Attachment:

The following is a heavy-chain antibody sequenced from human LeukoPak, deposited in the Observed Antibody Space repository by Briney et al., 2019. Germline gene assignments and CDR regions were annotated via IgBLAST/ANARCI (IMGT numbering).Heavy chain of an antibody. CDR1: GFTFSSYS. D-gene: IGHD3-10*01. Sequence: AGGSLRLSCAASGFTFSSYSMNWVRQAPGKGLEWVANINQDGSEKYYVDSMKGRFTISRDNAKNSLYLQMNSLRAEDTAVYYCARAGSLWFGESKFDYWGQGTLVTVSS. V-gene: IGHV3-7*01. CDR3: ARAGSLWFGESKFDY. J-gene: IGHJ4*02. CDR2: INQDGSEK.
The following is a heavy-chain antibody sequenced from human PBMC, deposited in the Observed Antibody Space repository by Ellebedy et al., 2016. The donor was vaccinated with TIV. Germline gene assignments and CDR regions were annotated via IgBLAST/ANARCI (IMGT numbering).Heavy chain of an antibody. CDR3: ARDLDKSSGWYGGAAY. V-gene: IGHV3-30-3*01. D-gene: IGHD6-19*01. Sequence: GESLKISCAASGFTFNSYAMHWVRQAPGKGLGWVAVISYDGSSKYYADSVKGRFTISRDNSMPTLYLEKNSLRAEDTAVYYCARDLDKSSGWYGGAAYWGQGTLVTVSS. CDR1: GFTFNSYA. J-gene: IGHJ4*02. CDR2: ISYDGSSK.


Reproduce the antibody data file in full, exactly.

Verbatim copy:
The following is a heavy-chain antibody sequenced from human LeukoPak, deposited in the Observed Antibody Space repository by Briney et al., 2019. Germline gene assignments and CDR regions were annotated via IgBLAST/ANARCI (IMGT numbering).Heavy chain of an antibody. CDR1: GFTFSSYS. D-gene: IGHD3-10*01. Sequence: AGGSLRLSCAASGFTFSSYSMNWVRQAPGKGLEWVANINQDGSEKYYVDSMKGRFTISRDNAKNSLYLQMNSLRAEDTAVYYCARAGSLWFGESKFDYWGQGTLVTVSS. V-gene: IGHV3-7*01. CDR3: ARAGSLWFGESKFDY. J-gene: IGHJ4*02. CDR2: INQDGSEK.
The following is a heavy-chain antibody sequenced from human PBMC, deposited in the Observed Antibody Space repository by Ellebedy et al., 2016. The donor was vaccinated with TIV. Germline gene assignments and CDR regions were annotated via IgBLAST/ANARCI (IMGT numbering).Heavy chain of an antibody. CDR3: ARDLDKSSGWYGGAAY. V-gene: IGHV3-30-3*01. D-gene: IGHD6-19*01. Sequence: GESLKISCAASGFTFNSYAMHWVRQAPGKGLGWVAVISYDGSSKYYADSVKGRFTISRDNSMPTLYLEKNSLRAEDTAVYYCARDLDKSSGWYGGAAYWGQGTLVTVSS. CDR1: GFTFNSYA. J-gene: IGHJ4*02. CDR2: ISYDGSSK.